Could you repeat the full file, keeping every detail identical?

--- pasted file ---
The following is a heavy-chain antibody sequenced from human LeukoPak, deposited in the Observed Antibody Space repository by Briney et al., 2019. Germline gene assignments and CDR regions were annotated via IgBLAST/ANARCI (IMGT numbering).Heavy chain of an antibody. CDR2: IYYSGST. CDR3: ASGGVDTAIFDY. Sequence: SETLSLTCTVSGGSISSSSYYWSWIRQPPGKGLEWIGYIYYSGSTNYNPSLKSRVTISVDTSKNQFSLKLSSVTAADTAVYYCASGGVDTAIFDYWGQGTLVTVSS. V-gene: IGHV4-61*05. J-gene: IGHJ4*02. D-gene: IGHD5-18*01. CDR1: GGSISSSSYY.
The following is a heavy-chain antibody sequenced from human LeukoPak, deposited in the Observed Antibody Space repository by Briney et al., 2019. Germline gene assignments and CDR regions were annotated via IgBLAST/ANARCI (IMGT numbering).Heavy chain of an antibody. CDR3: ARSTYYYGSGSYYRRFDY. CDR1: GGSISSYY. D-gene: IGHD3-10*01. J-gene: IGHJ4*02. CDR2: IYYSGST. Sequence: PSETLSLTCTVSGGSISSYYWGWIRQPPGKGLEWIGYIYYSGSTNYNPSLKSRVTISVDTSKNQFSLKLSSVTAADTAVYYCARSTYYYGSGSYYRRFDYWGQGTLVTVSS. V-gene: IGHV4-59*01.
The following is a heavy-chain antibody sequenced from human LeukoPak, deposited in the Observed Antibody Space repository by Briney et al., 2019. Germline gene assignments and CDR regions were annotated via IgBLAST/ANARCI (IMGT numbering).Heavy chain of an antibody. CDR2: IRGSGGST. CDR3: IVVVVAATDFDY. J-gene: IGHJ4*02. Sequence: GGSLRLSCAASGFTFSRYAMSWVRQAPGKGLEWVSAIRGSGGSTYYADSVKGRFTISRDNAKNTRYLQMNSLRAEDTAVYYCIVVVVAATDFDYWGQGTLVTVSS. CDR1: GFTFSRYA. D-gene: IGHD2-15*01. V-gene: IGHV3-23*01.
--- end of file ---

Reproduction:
The following is a heavy-chain antibody sequenced from human LeukoPak, deposited in the Observed Antibody Space repository by Briney et al., 2019. Germline gene assignments and CDR regions were annotated via IgBLAST/ANARCI (IMGT numbering).Heavy chain of an antibody. CDR2: IYYSGST. CDR3: ASGGVDTAIFDY. Sequence: SETLSLTCTVSGGSISSSSYYWSWIRQPPGKGLEWIGYIYYSGSTNYNPSLKSRVTISVDTSKNQFSLKLSSVTAADTAVYYCASGGVDTAIFDYWGQGTLVTVSS. V-gene: IGHV4-61*05. J-gene: IGHJ4*02. D-gene: IGHD5-18*01. CDR1: GGSISSSSYY.
The following is a heavy-chain antibody sequenced from human LeukoPak, deposited in the Observed Antibody Space repository by Briney et al., 2019. Germline gene assignments and CDR regions were annotated via IgBLAST/ANARCI (IMGT numbering).Heavy chain of an antibody. CDR3: ARSTYYYGSGSYYRRFDY. CDR1: GGSISSYY. D-gene: IGHD3-10*01. J-gene: IGHJ4*02. CDR2: IYYSGST. Sequence: PSETLSLTCTVSGGSISSYYWGWIRQPPGKGLEWIGYIYYSGSTNYNPSLKSRVTISVDTSKNQFSLKLSSVTAADTAVYYCARSTYYYGSGSYYRRFDYWGQGTLVTVSS. V-gene: IGHV4-59*01.
The following is a heavy-chain antibody sequenced from human LeukoPak, deposited in the Observed Antibody Space repository by Briney et al., 2019. Germline gene assignments and CDR regions were annotated via IgBLAST/ANARCI (IMGT numbering).Heavy chain of an antibody. CDR2: IRGSGGST. CDR3: IVVVVAATDFDY. J-gene: IGHJ4*02. Sequence: GGSLRLSCAASGFTFSRYAMSWVRQAPGKGLEWVSAIRGSGGSTYYADSVKGRFTISRDNAKNTRYLQMNSLRAEDTAVYYCIVVVVAATDFDYWGQGTLVTVSS. CDR1: GFTFSRYA. D-gene: IGHD2-15*01. V-gene: IGHV3-23*01.